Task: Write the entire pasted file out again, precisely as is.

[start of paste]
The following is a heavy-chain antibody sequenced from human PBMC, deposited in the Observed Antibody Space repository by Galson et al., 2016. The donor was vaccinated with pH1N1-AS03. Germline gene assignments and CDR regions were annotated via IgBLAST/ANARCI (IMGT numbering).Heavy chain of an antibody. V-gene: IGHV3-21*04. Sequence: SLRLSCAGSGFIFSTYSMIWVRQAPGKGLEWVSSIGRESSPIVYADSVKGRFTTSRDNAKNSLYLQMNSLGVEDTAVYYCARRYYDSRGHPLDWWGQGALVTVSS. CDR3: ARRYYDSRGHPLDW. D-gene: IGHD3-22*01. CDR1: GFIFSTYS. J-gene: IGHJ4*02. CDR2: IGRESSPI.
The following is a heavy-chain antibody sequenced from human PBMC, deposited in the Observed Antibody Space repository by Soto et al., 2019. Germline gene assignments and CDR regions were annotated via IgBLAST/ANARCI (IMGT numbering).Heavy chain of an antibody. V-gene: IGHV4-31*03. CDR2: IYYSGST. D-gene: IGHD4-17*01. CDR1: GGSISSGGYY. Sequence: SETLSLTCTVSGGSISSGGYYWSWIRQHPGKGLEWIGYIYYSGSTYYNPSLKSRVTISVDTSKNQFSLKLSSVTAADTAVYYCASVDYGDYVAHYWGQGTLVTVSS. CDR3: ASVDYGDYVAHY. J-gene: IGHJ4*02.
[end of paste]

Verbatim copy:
The following is a heavy-chain antibody sequenced from human PBMC, deposited in the Observed Antibody Space repository by Galson et al., 2016. The donor was vaccinated with pH1N1-AS03. Germline gene assignments and CDR regions were annotated via IgBLAST/ANARCI (IMGT numbering).Heavy chain of an antibody. V-gene: IGHV3-21*04. Sequence: SLRLSCAGSGFIFSTYSMIWVRQAPGKGLEWVSSIGRESSPIVYADSVKGRFTTSRDNAKNSLYLQMNSLGVEDTAVYYCARRYYDSRGHPLDWWGQGALVTVSS. CDR3: ARRYYDSRGHPLDW. D-gene: IGHD3-22*01. CDR1: GFIFSTYS. J-gene: IGHJ4*02. CDR2: IGRESSPI.
The following is a heavy-chain antibody sequenced from human PBMC, deposited in the Observed Antibody Space repository by Soto et al., 2019. Germline gene assignments and CDR regions were annotated via IgBLAST/ANARCI (IMGT numbering).Heavy chain of an antibody. V-gene: IGHV4-31*03. CDR2: IYYSGST. D-gene: IGHD4-17*01. CDR1: GGSISSGGYY. Sequence: SETLSLTCTVSGGSISSGGYYWSWIRQHPGKGLEWIGYIYYSGSTYYNPSLKSRVTISVDTSKNQFSLKLSSVTAADTAVYYCASVDYGDYVAHYWGQGTLVTVSS. CDR3: ASVDYGDYVAHY. J-gene: IGHJ4*02.